The boss-man (not to be confused with Chief) went for a Texier Cotes du Rhone Brezeme, a syrah from one of his favorite regions, after two months of Loire drinking that included a dip into Kermit Lynch's Adventures on the Wine Route, which begins in that region. The marathon runner in the cubicle next to me (Mr. M for short) rewarded himself for his 3:07 time in the Lehigh Valley marathon last Sunday with a 2009 Beaujolais from Julien Guillot. Mr. M found that the gamay stood up well to a Gouda he scarfed down to replenish his calcium supply, while a Broadside cab, a muscadet, some mommy juice, a Cali chard and a Bordeaux wine rounded out the case. Until next week, salut!

Wednesday, September 7, 2011

The Blog - An explanation and user's guide

I have a wine-buying problem. When I walk into a wine store, I feel like a Dallas socialite at Neiman Marcus. I want to buy way more wine than I can consumer. Red, white, rose, sparkling, orange. Jura, Loire, Rioja, Sicilian, Lebanese. Sales and bargain bins are especially dangerous, as are cheap wiens with bottle age. Case discounts were invented for suckers like me. Wines with cool labels, which seem like most of them. Chablis. Wines a trusted bartender recommends. Wines flogged in store emails. Wine producers whose wares I've previously enjoyed. Nerello mascalese. Muscadet. Mourvedre. Mencia. I like the unconventional, the underpriced, the downright odd. But when an odd wine bakes for months in a third-floor walk-up with no air conditioning, it will not be underpriced upon opening no matter how cheap it was at the store. It will be bad.

Last August I stumbled on a solution. I wanted to buy a few bottles on a slow Wednesday afternoon. I emailed a few friends to see if they needed wine, and then a hit up some co-workers to assemble a buying consortium for a case, got on the subway, picked up the product at the store, and distributed it at the office. I had my two bottles at case discount, didn't need to go to a cash machine for the next week, had put a few miles on my Amtrak card, and had driven a little business at the wine store, thereby earning a dash of goodwill. I started going to the wine store every Friday. A few months later, I picked up an Eric Texier Côtes du Rhône for one of my editors. No piece of writing I'd done for him in twelve years had inspired such an enthusiastic response as the one I got the next Monday morning. This was born the Marcus Friday Wine Club and its first promotion, the "Drink what the boss is drinking for under $20 a bottle" special, later abbreviated to the "Boss-man special."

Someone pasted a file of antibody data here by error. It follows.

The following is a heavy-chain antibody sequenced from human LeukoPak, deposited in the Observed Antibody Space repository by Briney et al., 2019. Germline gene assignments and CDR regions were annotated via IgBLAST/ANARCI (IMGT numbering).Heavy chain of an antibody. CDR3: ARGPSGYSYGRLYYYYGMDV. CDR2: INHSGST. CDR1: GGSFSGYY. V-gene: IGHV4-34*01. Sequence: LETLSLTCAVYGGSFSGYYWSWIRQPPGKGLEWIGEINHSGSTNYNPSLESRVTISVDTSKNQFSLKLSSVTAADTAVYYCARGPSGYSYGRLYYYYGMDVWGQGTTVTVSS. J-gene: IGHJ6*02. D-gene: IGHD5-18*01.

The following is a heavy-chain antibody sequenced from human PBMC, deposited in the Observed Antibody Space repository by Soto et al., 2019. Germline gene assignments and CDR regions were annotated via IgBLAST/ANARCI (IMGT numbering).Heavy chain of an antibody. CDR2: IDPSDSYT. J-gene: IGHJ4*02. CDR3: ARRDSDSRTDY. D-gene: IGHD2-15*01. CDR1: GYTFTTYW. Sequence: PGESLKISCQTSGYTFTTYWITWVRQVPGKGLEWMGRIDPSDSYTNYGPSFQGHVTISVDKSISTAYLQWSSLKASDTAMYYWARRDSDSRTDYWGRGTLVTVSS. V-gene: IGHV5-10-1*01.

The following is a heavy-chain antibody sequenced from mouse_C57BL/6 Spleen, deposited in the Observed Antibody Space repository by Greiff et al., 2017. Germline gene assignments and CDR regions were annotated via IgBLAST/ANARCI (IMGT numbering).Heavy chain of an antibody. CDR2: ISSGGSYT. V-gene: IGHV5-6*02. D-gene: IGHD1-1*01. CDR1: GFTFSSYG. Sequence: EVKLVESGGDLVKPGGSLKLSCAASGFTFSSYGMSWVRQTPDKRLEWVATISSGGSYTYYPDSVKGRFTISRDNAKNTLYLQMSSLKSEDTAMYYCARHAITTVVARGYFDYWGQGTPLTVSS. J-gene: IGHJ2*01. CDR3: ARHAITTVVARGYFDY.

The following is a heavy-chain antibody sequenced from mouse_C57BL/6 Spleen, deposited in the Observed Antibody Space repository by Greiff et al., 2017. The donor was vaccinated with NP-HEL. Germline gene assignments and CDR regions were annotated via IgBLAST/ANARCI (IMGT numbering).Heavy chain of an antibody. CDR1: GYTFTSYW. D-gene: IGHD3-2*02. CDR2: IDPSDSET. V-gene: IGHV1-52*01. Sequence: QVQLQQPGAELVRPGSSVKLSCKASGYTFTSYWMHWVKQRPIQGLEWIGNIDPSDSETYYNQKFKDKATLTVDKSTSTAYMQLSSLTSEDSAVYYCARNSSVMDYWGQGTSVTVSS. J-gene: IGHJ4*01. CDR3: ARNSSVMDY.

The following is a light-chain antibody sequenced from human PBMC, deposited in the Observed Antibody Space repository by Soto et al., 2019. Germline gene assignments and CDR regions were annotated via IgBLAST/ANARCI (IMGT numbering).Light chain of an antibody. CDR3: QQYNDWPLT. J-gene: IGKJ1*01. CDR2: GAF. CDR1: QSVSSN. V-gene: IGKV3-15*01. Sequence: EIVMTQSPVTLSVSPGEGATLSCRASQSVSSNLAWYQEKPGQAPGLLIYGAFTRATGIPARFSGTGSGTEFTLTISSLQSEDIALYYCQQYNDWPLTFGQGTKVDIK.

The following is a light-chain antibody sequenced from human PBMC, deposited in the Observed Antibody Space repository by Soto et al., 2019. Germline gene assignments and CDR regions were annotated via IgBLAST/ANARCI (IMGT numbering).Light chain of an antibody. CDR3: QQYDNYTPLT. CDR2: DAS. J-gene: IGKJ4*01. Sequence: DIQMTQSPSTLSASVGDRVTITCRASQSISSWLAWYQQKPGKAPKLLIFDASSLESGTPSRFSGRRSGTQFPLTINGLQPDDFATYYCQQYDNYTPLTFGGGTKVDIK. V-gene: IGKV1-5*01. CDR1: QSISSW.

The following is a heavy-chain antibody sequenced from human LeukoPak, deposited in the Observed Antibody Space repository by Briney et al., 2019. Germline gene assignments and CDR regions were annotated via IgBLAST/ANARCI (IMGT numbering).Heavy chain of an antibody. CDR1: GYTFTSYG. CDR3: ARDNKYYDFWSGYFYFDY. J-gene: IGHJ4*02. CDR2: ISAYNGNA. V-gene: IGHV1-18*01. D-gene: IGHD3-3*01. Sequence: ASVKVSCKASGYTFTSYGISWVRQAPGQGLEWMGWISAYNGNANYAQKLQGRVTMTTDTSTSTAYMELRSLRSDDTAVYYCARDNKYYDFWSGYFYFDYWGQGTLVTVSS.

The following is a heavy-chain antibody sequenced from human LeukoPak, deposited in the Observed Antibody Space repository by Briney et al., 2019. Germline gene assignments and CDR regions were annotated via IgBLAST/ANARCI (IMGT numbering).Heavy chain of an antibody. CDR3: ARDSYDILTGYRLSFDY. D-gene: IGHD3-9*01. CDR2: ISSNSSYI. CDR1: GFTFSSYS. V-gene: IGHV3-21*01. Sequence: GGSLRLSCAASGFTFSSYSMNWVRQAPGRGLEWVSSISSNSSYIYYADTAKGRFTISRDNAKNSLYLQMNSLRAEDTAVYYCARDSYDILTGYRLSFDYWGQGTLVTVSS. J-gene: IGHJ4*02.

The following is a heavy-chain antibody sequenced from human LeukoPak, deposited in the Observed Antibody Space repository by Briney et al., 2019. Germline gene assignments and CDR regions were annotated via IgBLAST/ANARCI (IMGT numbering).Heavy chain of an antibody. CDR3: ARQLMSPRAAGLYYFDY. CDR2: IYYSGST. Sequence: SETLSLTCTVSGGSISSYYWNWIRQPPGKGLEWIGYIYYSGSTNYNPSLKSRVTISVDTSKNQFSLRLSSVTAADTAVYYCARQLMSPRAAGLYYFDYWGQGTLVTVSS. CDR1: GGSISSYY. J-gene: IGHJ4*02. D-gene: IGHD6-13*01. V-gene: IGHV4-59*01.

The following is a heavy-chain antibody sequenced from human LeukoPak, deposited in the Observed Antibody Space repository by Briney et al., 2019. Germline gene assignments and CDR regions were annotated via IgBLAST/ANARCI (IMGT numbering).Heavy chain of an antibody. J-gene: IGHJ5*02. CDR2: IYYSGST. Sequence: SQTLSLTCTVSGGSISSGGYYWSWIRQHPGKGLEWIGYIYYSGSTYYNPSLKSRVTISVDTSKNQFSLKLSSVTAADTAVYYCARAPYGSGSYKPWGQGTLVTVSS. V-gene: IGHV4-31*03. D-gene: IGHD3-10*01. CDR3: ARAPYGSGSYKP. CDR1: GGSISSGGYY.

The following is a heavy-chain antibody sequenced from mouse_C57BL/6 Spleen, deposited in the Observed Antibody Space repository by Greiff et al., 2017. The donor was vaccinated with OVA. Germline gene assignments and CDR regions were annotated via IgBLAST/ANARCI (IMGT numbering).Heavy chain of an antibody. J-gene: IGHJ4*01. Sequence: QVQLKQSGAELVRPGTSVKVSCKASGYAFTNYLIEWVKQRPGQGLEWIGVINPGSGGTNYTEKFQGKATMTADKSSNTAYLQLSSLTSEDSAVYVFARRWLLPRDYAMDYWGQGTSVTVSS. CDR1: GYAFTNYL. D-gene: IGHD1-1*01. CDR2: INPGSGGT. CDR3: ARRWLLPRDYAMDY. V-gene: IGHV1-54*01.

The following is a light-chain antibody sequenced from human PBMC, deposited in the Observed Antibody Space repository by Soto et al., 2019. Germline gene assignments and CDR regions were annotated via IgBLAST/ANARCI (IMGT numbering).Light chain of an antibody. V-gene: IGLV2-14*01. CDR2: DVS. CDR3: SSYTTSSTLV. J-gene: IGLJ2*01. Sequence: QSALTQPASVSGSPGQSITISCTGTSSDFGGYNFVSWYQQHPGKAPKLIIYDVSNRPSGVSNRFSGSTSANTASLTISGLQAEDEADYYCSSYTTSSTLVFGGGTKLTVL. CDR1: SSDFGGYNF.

Being the office wine buyer had what the economists call network effects. I could recommend bottles favored by more discerning drinkers, including the Rhone-o-phile and a coffee connoisseur. If a co-worker liked a bottle, I could get him a similar one next week. I developed a modest knowledge of producers. I got better information from salespeople because I bought more wine. I accomplished this without buying more than I can drink even as buying became more enjoyable. The editor likes Loire reds - what do you have that's good? He loved the '05 Olga Raffault Les Picasses - what would contrast with that? The coffee connoisseur loved the Broadside cab but wants to branch out. What kind of mommy juice stays fresh in the fridge for several days?

This is the blog version of the Marcus Friday Wine Club. The blog's focus will be the wines I buy for co-workers form week to week. These are journalists, so the wines are affordable, between $10 and $25 a bottle. They range from the unremarkable to the outre. Some of my co-workers care about food pairings; others just want something that goes well with Curb Your Enthusiasm. I'll also write about the wines I drink, since those influence what I recommend.

I do most of my shopping at Chamber Street Wines, a highly praised store that happens to be about 50 yards from the 2/3 train, a key advantage when you're carrying a case back to a Wall Street office. Now that I'm doing the blog, I'll try to branch out, though I'll still probably do most of my buying at Chamber St. Finally, I'll keep my coworkers anonymous but will provide pseudonyms. The boss-man, as you've learned, is capable of extending focus on a single region. The coffee connoisseur likes robust reds and loves complexity. In time we'll meet Vino Guarino, the baker, the Portugal lover, the New England editor, Johnny Bronx, and the rest of the club. Happy drinking.